A vector is said to be a **Linear Combination** of another vector if there exists
a non-zero scalar such that \( \vec{u} = k\vec{v} \) or \( \vec{u} = a\vec{v} + b\vec{w} \) etc. In general:

\( \vec{u} = \sum_{i=0}^n a_i\vec{v}_i = a_1\vec{v}_1 + a_2\vec{v}_2 + \cdots + a_n\vec{v}_n \)

Where \( a_1, a_2, \) etc. are scalars and \( \vec{v}_1, \vec{v}_2, \) etc. are vectors.

If \( \vec{u} = k\vec{v} \), \( \vec{u} \) is said to be **Collinear**
with respect to \( \vec{v} \). In other words, \( \vec{u} \) is a scalar multiple of \( \vec{v} \),
\( \vec{u} \) is parallel to \( \vec{v} \) and \( \vec{u} \) and \( \vec{v} \) point in the same direction.

\(\vec{u} \parallel \vec{v} \)

\(\vec{u} = 2.5 \vec{v} \)

If \( \vec{u} = a\vec{v} + b\vec{w} \), \( \vec{u} \) is said to be **Coplanar**
with respect to \( \vec{v} \) and \( \vec{w} \). In other words, \( \vec{u} \), \( \vec{v} \) and \( \vec{w} \)
all exist on the same plane in 3-D space.

\(\vec{w} = 2.5 \vec{v} + 2 \vec{u} \)

In 3-D, imagine that all three vectors can be drawn on a piece of paper.

Are the following vectors collinear? \( \vec{u} = \left< 1,4,5 \right>,\vec{v} = \left< -2,-8,10 \right> \)

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What is the value of \(z\) to make the vectors collinear? \( \vec{u} = \left< 1,4,5 \right>,\vec{v} = \left< -2,-8,z \right> \)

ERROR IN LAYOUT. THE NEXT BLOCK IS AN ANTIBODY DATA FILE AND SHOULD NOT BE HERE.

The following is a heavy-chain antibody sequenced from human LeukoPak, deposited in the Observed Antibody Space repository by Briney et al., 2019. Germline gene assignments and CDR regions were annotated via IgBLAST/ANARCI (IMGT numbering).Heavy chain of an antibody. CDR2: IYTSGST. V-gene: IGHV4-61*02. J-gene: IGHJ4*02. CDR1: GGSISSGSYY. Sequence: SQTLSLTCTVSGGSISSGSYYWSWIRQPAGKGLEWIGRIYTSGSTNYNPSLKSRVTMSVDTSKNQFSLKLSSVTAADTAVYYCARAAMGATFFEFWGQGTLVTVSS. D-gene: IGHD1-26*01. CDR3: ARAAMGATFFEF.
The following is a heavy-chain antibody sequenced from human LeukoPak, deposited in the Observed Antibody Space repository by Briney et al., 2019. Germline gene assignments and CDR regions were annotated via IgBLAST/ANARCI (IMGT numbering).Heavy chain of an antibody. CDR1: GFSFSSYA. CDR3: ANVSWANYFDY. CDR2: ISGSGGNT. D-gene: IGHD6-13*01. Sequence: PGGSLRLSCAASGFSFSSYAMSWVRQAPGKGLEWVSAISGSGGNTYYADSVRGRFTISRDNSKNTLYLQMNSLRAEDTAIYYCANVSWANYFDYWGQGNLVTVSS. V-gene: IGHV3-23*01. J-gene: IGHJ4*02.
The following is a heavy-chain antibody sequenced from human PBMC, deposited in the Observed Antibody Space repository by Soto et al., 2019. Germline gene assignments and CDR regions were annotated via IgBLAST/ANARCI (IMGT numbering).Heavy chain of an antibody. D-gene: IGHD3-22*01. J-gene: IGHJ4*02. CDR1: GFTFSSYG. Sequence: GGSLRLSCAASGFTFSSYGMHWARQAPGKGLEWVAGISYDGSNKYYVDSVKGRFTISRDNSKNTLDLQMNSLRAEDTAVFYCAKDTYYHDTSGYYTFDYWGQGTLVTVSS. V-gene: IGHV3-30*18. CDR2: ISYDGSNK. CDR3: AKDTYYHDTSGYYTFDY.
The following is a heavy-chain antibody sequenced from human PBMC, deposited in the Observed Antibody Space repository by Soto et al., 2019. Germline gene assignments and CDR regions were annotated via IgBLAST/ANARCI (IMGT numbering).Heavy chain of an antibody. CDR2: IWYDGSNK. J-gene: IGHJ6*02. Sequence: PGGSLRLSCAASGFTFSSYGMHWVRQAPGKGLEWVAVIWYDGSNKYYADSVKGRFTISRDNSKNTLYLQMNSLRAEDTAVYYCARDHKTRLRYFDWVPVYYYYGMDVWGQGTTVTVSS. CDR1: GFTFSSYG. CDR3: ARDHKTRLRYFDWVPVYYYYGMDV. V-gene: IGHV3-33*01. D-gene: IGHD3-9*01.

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Recall the **Standard Basis** unit vectors that are in the direction of the the x, y and z axes:

\( \hat{\imath} = \left<1,0,0\right> \)

\( \hat{\jmath} = \left<0,1,0\right> \)

\( \hat{k} = \left<0,0,1\right> \)

We can express any vector in 3-D as a linear combination of these vectors. This is called
**Standard Basis Form**

Express the vector \( \vec{u} = \left< 120, -45, 5000 \right>\) as a
linear combination of the Standard Basis unit vectors \( \hat{\imath}, \hat{\jmath} \) and \( \hat{k} \).

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Can \(\vec{u} = \left<2,4,6 \right> \) be written as a linear combination of
\(\vec{a} = \left<1,6 \right> \) and \(\vec{b} = \left<-5,16 \right> \)?

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